After her speech, everyone except Simon and me got down on hands and knees and started praying loudly. As I sat with my eyes closed, another voice joined the chorus, a loud, authoritative, impassioned man moving back and forth on the little stage. I peeked, and it was Immanuel, my shy and soft-spoken friend. Of course, I thought. He travels all the way out here because he’s the pastor, an evangelist to this little village.

Long, long story short, we were there for four hours. After the initial prayer and a couple nice songs, we had about an hour of “Sunday school” led by a guy with a big smile and a habit of swinging his fist with his arm cocked at the elbow, like a coach giving a pep talk. He spoke about Abraham and Lot, and Simon whispered impromptu translations in my ear.

After that more people showed up, about 50 or so, and what followed was a lot of singing — much of it, unfortunately, accompanied by a karaoke-style soundtrack on a fancy sound system that was out of place in the run-down church. Immanuel gave a long sermon, which was fun, because I could try to pick up Swahili words from Simon’s translations. The theme was “Do not fear,” “Siogopi.” Following was another prayer, with all 50 kneeling and crying out and practically rending their garments. Simon told me some of them were speaking in tongues, but I couldn’t tell. After that, Miriam spoke for a while, and they invited me and Simon up to introduce ourselves. I spoke in Swahili, and the crowd went wild with cheers and ululations.

Simon gave a prayer and the benediction, and he told me later with a subversive grin that he did parts of the Lutheran liturgy. He said the Pentecostals at the church would be intrigued that a Lutheran minister had participated in their service.

As things wound down, I was glad I’d be heading home to get some work done, but we sat there for another 45 minutes as the Sunday school teacher begged, pleaded, and cajoled the parishioners to pledge food for a meeting of churches that would be taking place at the church.

And then someone brought pop, so we sat there for another 20 minutes before slowly wandering back to the dala dala stop, and waiting for it to leave, and rattling back through the sugar cane, this time stopping along the way until there were 26 of us crammed in the 15-passenger van. Immanuel told me he wants me to help him start a school for orphans at the church. I smiled and nodded.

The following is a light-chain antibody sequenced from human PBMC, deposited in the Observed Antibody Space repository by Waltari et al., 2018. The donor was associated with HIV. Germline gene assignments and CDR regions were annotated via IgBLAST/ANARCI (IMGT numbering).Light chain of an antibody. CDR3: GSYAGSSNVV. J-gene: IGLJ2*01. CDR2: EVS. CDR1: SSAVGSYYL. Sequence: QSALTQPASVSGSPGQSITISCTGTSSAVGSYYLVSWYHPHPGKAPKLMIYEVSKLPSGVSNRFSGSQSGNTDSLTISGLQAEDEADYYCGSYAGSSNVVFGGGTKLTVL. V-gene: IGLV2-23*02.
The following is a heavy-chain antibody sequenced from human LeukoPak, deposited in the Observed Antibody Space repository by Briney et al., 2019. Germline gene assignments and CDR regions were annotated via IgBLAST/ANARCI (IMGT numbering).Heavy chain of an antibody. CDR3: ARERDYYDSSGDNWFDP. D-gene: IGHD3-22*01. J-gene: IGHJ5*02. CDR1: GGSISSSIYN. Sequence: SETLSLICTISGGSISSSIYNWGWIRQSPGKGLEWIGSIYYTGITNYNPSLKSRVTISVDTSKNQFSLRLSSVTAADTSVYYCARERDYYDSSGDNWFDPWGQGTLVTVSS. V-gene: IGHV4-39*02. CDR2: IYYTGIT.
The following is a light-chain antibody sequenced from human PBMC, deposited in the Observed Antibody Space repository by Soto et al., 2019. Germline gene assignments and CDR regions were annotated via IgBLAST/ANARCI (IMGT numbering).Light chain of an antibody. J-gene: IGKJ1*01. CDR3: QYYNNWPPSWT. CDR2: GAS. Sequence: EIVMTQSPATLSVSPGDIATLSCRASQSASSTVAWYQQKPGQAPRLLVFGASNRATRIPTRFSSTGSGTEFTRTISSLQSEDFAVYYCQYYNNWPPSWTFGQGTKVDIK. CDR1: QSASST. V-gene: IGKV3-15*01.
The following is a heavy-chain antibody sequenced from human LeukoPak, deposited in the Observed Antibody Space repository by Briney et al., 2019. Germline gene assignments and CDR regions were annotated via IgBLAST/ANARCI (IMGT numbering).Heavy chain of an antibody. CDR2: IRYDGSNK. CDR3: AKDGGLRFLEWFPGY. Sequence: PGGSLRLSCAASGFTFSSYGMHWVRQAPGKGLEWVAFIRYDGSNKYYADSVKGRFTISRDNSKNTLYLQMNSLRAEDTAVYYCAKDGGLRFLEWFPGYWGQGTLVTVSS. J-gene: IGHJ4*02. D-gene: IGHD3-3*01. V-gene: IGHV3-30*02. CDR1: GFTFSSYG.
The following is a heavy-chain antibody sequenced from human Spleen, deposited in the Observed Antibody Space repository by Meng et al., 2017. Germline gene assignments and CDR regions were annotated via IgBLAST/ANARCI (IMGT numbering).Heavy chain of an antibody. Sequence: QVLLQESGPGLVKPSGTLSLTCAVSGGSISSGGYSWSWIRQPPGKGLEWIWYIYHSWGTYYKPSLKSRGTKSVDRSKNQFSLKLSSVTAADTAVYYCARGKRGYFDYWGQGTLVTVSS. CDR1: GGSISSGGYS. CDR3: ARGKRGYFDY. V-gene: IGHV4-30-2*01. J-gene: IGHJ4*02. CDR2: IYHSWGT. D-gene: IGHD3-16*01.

Along the way, Simon gave me some troubling news: We would not be heading home right away because Immanuel and his wife wanted us to come to their house to eat. I was not about to be an ungrateful American, so I didn’t say anything. We got off in a little slum between TPC and Moshi and walked along winding paths through small stucco houses with metal roofs, and goats and chickens and children and dirty water running in ditches.

As we walked, Simon said, “No hurry in Africa,” a saying you hear a lot in these parts. I asked for the Swahili translation, which is “hakuna haraka.” I’d heard both words before: “Hakuna matata” (made famous by Disney) or “hakuna shida” means “no problem,” and “haraka haraka” means quickly, the opposite of the more acceptable pace of “pole pole.”

Their house was small and simple but well appointed with matching sofa and chairs and a bed crammed in the living room, and an entertainment center with broken glass and handles, and a small Panasonic TV. After we sat down, Immanuel put in a DVD, and what followed might have been the longest two hours of my life.

The DVD showed a tent meeting hosted by Immanuel’s church in a Maasai village. It started off with singing — beautiful songs sullied by the cheesy soundtrack. The recording was bad, and so was the speaker on the Panasonic, so my ears were bleeding after ten minutes.

Unfortunately, it only got worse. The music was followed by a sermon by Miriam, an old-school Pentacostal shouting and testifying, translated by a skinny guy in a suit, just as loud and passionate as Miriam. It went on for a full hour, sounding like two people hollering at each other in two languages I didn’t know, while Immanuel talked on his cell phone in Swahili and Simon listened quietly, occasionally letting me know what they were talking about.